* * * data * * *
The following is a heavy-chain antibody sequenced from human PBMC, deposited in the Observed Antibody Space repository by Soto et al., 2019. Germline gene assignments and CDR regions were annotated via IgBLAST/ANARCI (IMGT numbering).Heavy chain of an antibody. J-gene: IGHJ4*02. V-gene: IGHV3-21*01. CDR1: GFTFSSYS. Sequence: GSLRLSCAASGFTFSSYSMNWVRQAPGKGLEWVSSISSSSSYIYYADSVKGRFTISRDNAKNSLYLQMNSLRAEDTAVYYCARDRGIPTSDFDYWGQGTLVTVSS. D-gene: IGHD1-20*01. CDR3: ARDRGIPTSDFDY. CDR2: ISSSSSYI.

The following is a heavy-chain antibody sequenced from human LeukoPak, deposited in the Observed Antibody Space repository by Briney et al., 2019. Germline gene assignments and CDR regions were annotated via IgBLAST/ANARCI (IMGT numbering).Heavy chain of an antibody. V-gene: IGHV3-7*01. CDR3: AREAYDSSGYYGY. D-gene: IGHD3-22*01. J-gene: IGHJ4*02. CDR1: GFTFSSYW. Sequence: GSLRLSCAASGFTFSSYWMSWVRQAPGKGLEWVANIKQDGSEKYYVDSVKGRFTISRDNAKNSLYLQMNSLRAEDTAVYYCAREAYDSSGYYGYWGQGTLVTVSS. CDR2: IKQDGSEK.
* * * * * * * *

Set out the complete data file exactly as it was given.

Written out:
The following is a heavy-chain antibody sequenced from human PBMC, deposited in the Observed Antibody Space repository by Soto et al., 2019. Germline gene assignments and CDR regions were annotated via IgBLAST/ANARCI (IMGT numbering).Heavy chain of an antibody. J-gene: IGHJ4*02. V-gene: IGHV3-21*01. CDR1: GFTFSSYS. Sequence: GSLRLSCAASGFTFSSYSMNWVRQAPGKGLEWVSSISSSSSYIYYADSVKGRFTISRDNAKNSLYLQMNSLRAEDTAVYYCARDRGIPTSDFDYWGQGTLVTVSS. D-gene: IGHD1-20*01. CDR3: ARDRGIPTSDFDY. CDR2: ISSSSSYI.

The following is a heavy-chain antibody sequenced from human LeukoPak, deposited in the Observed Antibody Space repository by Briney et al., 2019. Germline gene assignments and CDR regions were annotated via IgBLAST/ANARCI (IMGT numbering).Heavy chain of an antibody. V-gene: IGHV3-7*01. CDR3: AREAYDSSGYYGY. D-gene: IGHD3-22*01. J-gene: IGHJ4*02. CDR1: GFTFSSYW. Sequence: GSLRLSCAASGFTFSSYWMSWVRQAPGKGLEWVANIKQDGSEKYYVDSVKGRFTISRDNAKNSLYLQMNSLRAEDTAVYYCAREAYDSSGYYGYWGQGTLVTVSS. CDR2: IKQDGSEK.